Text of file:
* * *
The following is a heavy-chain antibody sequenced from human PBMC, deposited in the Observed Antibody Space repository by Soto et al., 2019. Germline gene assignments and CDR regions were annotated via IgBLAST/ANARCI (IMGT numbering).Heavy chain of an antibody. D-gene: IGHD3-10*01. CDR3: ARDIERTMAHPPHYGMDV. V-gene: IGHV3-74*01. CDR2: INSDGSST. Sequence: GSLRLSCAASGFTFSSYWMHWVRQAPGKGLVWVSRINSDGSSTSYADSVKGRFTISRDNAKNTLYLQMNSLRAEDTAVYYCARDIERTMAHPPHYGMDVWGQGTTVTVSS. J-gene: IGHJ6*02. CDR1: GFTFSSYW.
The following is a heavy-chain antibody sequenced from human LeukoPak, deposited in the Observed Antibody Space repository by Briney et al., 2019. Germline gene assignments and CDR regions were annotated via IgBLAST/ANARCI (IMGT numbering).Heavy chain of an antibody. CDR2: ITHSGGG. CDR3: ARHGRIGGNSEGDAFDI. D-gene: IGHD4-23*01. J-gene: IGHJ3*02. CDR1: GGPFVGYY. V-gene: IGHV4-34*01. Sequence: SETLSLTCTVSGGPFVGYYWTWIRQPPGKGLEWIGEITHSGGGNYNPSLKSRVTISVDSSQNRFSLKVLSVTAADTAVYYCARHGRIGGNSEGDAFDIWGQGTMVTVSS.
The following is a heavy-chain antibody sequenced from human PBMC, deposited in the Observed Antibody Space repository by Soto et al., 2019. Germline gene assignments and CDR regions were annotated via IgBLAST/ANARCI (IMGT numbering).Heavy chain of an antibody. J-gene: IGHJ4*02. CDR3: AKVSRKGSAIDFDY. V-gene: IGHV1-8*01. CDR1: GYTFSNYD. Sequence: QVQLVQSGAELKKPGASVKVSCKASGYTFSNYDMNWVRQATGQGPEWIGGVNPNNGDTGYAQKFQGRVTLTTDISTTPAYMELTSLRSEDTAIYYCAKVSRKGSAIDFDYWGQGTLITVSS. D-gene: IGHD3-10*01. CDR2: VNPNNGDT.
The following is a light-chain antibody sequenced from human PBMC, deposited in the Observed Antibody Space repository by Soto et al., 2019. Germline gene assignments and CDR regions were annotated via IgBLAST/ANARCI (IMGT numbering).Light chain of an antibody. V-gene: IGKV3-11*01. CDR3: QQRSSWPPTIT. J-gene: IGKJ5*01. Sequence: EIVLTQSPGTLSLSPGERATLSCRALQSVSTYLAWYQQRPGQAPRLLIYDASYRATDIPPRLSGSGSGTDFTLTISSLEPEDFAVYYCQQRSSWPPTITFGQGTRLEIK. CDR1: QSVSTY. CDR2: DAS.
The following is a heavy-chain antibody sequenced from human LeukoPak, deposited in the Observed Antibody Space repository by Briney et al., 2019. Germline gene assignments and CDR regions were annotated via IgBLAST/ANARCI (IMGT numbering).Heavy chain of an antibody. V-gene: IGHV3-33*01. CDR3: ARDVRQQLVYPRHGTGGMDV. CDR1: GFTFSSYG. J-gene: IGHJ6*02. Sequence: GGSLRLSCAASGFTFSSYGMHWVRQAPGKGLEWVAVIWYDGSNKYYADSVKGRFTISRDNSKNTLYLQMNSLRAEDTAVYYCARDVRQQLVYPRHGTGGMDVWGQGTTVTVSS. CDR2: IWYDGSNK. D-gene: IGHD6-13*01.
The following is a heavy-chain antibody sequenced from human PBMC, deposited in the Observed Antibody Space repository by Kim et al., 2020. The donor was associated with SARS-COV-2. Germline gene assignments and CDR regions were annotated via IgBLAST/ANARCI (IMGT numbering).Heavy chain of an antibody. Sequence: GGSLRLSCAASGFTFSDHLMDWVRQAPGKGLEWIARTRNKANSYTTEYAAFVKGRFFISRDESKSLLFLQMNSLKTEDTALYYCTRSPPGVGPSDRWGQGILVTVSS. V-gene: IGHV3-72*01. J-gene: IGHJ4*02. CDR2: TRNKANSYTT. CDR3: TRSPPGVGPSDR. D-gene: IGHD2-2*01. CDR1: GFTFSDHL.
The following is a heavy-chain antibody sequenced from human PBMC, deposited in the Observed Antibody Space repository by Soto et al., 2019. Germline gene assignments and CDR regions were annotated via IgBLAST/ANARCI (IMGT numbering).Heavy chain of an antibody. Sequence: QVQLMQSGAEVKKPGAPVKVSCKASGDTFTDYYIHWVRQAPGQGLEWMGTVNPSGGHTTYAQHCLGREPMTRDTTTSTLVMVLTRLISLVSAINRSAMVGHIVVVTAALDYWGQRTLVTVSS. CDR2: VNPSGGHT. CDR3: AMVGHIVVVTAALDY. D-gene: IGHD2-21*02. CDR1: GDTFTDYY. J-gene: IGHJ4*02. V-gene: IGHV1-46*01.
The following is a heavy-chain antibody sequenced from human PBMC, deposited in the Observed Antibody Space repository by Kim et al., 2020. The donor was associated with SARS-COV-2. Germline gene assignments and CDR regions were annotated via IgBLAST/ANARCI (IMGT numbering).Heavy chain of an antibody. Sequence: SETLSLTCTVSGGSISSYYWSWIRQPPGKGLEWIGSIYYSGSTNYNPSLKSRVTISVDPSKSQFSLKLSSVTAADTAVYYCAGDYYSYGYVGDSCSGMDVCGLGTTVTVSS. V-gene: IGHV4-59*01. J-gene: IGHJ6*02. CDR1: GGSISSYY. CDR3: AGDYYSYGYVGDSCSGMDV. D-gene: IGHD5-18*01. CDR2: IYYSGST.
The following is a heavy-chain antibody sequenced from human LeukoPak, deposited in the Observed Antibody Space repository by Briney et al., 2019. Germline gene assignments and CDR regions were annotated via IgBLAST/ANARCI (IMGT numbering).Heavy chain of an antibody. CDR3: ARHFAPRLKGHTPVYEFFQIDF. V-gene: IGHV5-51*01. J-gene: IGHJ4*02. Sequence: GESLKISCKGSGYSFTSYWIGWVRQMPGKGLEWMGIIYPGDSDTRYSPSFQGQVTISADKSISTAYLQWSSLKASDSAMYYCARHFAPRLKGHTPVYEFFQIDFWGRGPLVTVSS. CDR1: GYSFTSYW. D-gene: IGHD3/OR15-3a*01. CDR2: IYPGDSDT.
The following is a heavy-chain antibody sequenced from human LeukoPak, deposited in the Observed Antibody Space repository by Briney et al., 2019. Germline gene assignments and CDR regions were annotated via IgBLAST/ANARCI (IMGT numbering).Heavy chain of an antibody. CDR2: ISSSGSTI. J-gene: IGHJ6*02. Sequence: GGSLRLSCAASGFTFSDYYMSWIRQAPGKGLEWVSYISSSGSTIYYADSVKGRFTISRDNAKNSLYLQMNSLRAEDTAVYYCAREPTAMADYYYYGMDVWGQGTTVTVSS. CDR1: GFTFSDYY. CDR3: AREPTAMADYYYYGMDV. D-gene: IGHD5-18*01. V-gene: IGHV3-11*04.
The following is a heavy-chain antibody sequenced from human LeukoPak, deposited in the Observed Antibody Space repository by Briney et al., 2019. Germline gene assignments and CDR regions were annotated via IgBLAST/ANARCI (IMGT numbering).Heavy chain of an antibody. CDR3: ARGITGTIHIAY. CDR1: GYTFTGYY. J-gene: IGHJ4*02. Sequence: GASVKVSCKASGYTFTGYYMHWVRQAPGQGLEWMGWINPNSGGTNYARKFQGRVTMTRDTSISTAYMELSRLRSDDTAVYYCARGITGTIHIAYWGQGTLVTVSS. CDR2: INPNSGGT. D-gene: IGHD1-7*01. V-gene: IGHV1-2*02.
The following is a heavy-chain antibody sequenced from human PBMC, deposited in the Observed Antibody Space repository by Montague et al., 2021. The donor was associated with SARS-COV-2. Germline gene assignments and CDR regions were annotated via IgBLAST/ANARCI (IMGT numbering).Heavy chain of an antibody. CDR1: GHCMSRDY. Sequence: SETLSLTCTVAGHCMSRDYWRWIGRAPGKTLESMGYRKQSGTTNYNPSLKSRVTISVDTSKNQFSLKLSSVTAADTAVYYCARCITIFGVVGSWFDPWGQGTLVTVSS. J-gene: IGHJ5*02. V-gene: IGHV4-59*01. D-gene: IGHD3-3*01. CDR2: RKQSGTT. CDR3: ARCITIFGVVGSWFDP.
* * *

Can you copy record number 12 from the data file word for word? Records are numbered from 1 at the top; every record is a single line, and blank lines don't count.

The following is a heavy-chain antibody sequenced from human PBMC, deposited in the Observed Antibody Space repository by Montague et al., 2021. The donor was associated with SARS-COV-2. Germline gene assignments and CDR regions were annotated via IgBLAST/ANARCI (IMGT numbering).Heavy chain of an antibody. CDR1: GHCMSRDY. Sequence: SETLSLTCTVAGHCMSRDYWRWIGRAPGKTLESMGYRKQSGTTNYNPSLKSRVTISVDTSKNQFSLKLSSVTAADTAVYYCARCITIFGVVGSWFDPWGQGTLVTVSS. J-gene: IGHJ5*02. V-gene: IGHV4-59*01. D-gene: IGHD3-3*01. CDR2: RKQSGTT. CDR3: ARCITIFGVVGSWFDP.